How does one sort through this?  Who’s right?  The truth is that everyone is seeing part of the whole and is “right.”  But being “right” doesn’t mean right for you.  My opinion? Continue reading

Discounted Fee Organizations Have Surprising Regulation

percentageThe idea of an organization which provides discounted fees to patients is not a new concept.  Organizations like independent physician associations (IPAs), even accountable care organizations (ACOs) and simpler discounted fee plans will be surprised to know that Florida may require them to be licensed by the  Office of Insurance Regulation (OIR), even though they do not handle pre payments and do not collect premiums.  That’s perhaps the most startling aspect of the regulations—there is no financial risk involved, and yet Florida law seems to require regulation.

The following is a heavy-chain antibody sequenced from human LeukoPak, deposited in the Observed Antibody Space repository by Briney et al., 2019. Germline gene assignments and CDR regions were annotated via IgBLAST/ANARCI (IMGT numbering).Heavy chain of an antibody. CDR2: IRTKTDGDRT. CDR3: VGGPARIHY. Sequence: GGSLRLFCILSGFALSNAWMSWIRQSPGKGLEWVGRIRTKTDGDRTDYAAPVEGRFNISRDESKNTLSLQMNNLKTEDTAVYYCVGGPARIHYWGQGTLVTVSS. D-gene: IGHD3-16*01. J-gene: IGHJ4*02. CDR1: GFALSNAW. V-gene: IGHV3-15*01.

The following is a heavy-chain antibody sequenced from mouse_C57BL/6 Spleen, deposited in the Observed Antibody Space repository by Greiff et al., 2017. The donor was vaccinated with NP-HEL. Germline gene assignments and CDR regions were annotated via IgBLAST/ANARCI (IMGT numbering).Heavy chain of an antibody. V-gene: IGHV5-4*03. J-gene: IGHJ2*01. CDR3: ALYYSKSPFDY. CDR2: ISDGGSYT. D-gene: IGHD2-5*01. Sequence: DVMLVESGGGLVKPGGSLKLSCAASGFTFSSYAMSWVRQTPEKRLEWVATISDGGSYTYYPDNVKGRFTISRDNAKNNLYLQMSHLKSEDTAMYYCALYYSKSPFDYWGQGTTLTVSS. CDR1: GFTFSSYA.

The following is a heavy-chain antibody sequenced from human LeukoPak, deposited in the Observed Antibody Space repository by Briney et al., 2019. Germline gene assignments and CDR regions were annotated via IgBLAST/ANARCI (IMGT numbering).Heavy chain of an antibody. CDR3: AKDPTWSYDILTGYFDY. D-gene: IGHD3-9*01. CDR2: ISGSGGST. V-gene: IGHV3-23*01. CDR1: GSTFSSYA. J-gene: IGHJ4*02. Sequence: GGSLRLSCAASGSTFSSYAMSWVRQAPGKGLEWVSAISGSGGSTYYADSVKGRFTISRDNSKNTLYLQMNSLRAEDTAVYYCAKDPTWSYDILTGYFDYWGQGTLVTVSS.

Pursuant to Fla. Stat. 636.202(2), a “discounted medical plan organization” means an entity which, in exchange for fees, dues, charges, or other consideration, provides access for plan members to providers of medical services and the right to receive medical services from those providers at a discount.  A “discount medical plan” means a business arrangement or contract in which a person, in exchange for fees, dues, charges, or other consideration, provides access for plan members to providers of medical services and the right to receive medical services from those providers at a discount.  Fla. Stat. 636.202(1).  A discount medical plan does not include any product regulated under chapter 627, chapter 641, or part I of chapter 636 (governing Prepaid Limited Health Service Organization).  Fla. Stat. 636.202(1), which of course is no comfort to providers looking to garner or protect market share by discounting services or by creating a collection of discount services providers, which is typical of IPAs and “networks.”